Top Risks Facing Executives in Natural Resources Industry

July 6, 2016

Natural resource industry executives say operating in more technically challenging physical environments is the leading risk to their business, followed by currency and interest rate fluctuations and cybersecurity.

The new Natural Resources Risk Index by Willis Towers Watson, the global insurance advisory and brokerage firm. The index was compiled using responses from 350 executives across the natural resource industry — including oil, gas and chemicals, power and utilities, and metals and mining — to rank 50 risks in accordance with their impact and how difficult each one is to manage.

“Unearthing new stores of natural resources has become an increasingly challenging task,” said Mark Oakley, head of Willis Towers Watson’s Natural Resources, North America. “It requires producers to adapt to ever more demanding environments and technically complex projects during a period when the pressure to generate returns and provide the highest possible operational efficiency is greater than ever. The cost of getting things wrong is also at an unprecedented high.”

The industry executives named currency and interest rate fluctuations, and increased cybersecurity and data privacy risks as the ensuing top risks to their business.Natural disasters and epidemics, technology that opens up the marketplace to disruptors, and vulnerability to reclamation obligations round out the top six risks.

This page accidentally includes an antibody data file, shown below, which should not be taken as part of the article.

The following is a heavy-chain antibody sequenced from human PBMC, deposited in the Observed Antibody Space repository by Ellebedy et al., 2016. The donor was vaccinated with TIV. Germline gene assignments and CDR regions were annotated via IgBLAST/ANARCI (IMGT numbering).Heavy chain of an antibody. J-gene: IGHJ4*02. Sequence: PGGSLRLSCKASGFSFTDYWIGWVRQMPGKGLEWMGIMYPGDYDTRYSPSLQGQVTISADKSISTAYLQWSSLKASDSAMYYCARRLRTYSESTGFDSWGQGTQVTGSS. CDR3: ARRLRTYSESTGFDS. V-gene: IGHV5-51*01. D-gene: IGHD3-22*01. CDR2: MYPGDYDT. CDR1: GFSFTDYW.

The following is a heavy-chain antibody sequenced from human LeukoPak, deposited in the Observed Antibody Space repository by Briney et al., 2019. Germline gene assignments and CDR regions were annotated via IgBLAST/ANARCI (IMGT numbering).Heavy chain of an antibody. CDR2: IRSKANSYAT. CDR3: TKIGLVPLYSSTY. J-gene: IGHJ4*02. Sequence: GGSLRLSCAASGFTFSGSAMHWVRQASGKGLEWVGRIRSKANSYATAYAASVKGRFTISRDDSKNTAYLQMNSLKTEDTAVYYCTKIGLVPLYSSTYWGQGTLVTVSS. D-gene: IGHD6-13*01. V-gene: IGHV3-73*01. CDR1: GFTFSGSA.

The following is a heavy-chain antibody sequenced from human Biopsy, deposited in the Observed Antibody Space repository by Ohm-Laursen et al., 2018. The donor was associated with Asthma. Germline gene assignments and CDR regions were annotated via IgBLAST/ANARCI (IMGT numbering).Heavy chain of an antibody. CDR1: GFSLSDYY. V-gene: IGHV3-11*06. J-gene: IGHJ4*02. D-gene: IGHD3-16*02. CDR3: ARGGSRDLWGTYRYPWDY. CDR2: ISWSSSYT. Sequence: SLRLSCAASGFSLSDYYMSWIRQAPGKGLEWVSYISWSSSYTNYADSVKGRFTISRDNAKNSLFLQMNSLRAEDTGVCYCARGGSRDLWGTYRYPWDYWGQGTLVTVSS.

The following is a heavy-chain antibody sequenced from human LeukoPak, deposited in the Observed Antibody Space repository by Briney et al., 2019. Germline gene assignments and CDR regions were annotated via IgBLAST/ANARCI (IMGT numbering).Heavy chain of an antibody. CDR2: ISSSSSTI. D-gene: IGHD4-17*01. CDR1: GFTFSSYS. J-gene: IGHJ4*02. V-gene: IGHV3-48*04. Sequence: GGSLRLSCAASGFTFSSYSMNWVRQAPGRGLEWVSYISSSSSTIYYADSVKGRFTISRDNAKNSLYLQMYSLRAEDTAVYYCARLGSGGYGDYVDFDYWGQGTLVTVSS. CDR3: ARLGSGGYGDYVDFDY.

Risks and Opportunities

“The survey results show that the industry is united on its views of the key risks it faces today and over the next 10 years,” said Oakley. “Certainly geopolitical instability and regulatory change, coupled with digitalization and new technologies, have created new risks for the industry to understand and mitigate. At the same time, a changing industry landscape provides opportunities for companies willing to embrace a degree of risk.”

The survey also showed that executives are troubled by shifts in the way that today’s governments approach regulation. In the next decade, it is likely government regulation of the industry will increase. “If companies want a role in shaping the regulatory agenda, they need to engage proactively with government and other key stakeholders, and put forward their point of view,” said Oakley.

Industry leaders are also concerned about the risks associated with digitalization and new technologies. Companies’ growing dependency on IT infrastructure has ushered in a litany of new risks. “In all its varieties — from unintended data breaches to cyberterrorism — cyber-risk is now a boardroom issue for the industry — one that executives would never have dreamed of, 20 or even 10 years ago,” said Oakley.

The global research found marked differences between how organizations in different regions view risk, with the number one perceived risk varying significantly across the world. North American natural resource leaders are preoccupied with increased cybersecurity and data privacy risks. In Europe, the risk posed by operating in more technically challenging physical environments was highlighted as the principle concern. In South America, uncertainty over climate change and environmental policy was the top concern.

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